At the shop office, three things must happen to ensure that the daily 026 is accurate and timely. First, the SAMS-1 site clerk must run a supply disk for the direct support parts needed for jobs, take that disk to the SARSS-1 site, wait for status from the SARSS-1 site, and return to the shop office to process the status in SAMS-1. This step will enable direct support parts status to show up on the 026. Second, the SAMS-1 clerk must update the maintenance status from all direct support shops and double-check to ensure that the shop office has run its supply disks. Third, during the ULLS-G to SAMS-1 designated information-drop time, the SAMS-1 site clerk must process all of the ULLS clerks' maintenance INOP disks and immediately provide the maintenance status back to the ULLS clerks. This will give unit-level commanders a clear picture of reported maintenance. Then the shop office can run a SAMS-1 INOP transfer disk to the SAMS-2 system at the support operations office so that all not mission capable equipment, supply requests, and the status of the requests appear on the 026 generated by SAMS-2.
Methods of getting information from the unit maintenance collection point to the brigade support area (BSA) include "sneaker net" (hand-carried disks), frequency modulated (FM) BLAST electronic data transfer, and the mobile-subscriber-radio transmitter. Each technique has both positive and negative aspects.
If a unit's ULLS-G system is on a laptop computer, one "sneaker net" technique is for two ULLS clerks to take the ULLS-G laptop with them to the SSA and then to the shop office. This method will reduce the time and distance factors by eliminating the need for the ULLS clerk to return to the unit from the SSA to input the requisition status to the ULLS computer before taking the data to the shop office. It also will cut the length of time that the ULLS clerks are exposed to the enemy in an unsecured area. In addition, if the clerks are having problems with their laptops or the program, they can get help from the Combat Service Support Automation Management Office or inform the SPO of their Standard Army Maintenance Information Systems (STAMIS) difficulties. They also can check for parts while they are at the SSA.
If a unit is using an FM BLAST technique, the SPO needs to know that the SSA will process the requisitions before it provides the supported unit with the status of those requisitions. SARSS-1 needs several minutes to process to the CUSTOUT (exit) queue, so more than one transmission will be needed to complete the process. The FM BLAST is extremely beneficial because it allows the ULLS-G clerks to reduce their exposure to unfriendly situations and still get their information into the STAMIS in a timely manner.
The desired result of synchronizing the data input process is for SAMS-2 to produce an accurate and timely 026. Such an 026 will facilitate an effective brigade maintenance meeting, provide equipment and parts status visibility, and allow brigade maintenance leaders to surge limited assets to build combat power. Moreover, once the automation system is working, mistakes will decrease because vehicles, bumper numbers, and part numbers or national stock numbers will not have to be written on the 026 and transmitted. Providing the ULLS-G clerks with immediate maintenance status along with supply status will ensure that the unit-level not mission capable report is accurate and that 5988Es include the supply status. The units also will have immediate visibility over items issued at the forward support battalion SSA or requests that faulted out of the system. ULLS-G, SARSS-1, SAMS-1, and SAMS-2 will be used confidently as the management tools they are designed to be, because they will have relevant, accurate, and timely information.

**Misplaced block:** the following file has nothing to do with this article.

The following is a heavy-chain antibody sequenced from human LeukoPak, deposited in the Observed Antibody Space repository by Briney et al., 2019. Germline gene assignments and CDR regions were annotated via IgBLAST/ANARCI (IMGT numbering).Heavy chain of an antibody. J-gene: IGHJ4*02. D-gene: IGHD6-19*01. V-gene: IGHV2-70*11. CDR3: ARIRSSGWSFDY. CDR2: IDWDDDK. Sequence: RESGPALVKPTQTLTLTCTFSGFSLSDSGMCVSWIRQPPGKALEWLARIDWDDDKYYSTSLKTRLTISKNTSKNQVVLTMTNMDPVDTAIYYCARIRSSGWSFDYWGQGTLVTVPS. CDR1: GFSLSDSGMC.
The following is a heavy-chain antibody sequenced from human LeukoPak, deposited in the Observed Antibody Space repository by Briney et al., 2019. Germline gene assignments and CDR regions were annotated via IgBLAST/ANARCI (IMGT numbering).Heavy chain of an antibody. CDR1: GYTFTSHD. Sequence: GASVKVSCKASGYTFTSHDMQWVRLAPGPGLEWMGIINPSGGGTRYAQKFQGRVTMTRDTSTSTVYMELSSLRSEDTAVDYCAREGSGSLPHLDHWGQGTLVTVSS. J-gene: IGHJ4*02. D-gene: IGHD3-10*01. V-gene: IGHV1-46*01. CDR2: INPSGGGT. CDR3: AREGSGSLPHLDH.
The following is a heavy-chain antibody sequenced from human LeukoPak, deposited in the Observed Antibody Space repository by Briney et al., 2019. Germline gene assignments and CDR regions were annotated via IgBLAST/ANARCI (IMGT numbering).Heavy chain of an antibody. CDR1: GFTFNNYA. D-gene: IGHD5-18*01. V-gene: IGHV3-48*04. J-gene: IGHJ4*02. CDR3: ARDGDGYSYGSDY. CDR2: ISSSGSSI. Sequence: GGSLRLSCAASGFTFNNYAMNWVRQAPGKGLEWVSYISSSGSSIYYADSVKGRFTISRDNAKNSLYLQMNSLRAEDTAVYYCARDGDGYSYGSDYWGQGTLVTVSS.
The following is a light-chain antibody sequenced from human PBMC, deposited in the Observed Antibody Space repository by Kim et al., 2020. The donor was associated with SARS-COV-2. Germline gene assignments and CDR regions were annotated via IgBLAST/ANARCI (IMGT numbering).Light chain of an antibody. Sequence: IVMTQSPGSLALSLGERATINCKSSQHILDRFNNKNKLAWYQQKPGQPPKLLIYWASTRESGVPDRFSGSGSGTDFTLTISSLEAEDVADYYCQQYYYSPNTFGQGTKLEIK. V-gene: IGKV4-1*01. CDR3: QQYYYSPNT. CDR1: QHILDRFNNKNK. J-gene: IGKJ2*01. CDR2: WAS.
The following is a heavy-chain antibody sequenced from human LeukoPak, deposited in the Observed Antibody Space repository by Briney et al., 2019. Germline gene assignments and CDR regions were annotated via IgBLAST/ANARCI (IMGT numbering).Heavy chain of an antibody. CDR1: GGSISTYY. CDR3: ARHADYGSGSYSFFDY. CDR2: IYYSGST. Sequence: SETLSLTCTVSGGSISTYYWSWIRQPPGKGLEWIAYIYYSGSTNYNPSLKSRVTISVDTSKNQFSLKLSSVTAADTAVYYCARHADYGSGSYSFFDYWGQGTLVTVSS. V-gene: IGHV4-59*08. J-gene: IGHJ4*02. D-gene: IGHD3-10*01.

Because the brigade used a synchronized STAMIS information transfer plan and had a clear maintenance picture, it was easy for the commander and his staff to choose the lead task force and continue with their military decision-making process. They did not waste valuable planning time worrying about the maintenance status of the task forces. ALOG
Captain Brandon Grubbs is the maintenance company trainer with the Goldminer Logistics Training Team at the National Training Center, Fort Irwin, California. He has a B.S. degree in criminal justice from California State University, Fresno, and is a graduate of the Ordnance Officer Basic Course and the Combined Logistics Officers Advanced Course.
Captain Peter J. Ramirez is a small group leader with the Combined Logistics Captains Career Course at the Army Logistics Management College, Fort Lee, Virginia. He previously was the forward support battalion maintenance company observer-controller at the National Training Center. He has a B.S. degree in management from Park College in Missouri and is a graduate of the Ordnance Officer Basic Course, the Combined Logistics Officers Advanced Course, and the Support Operations Course.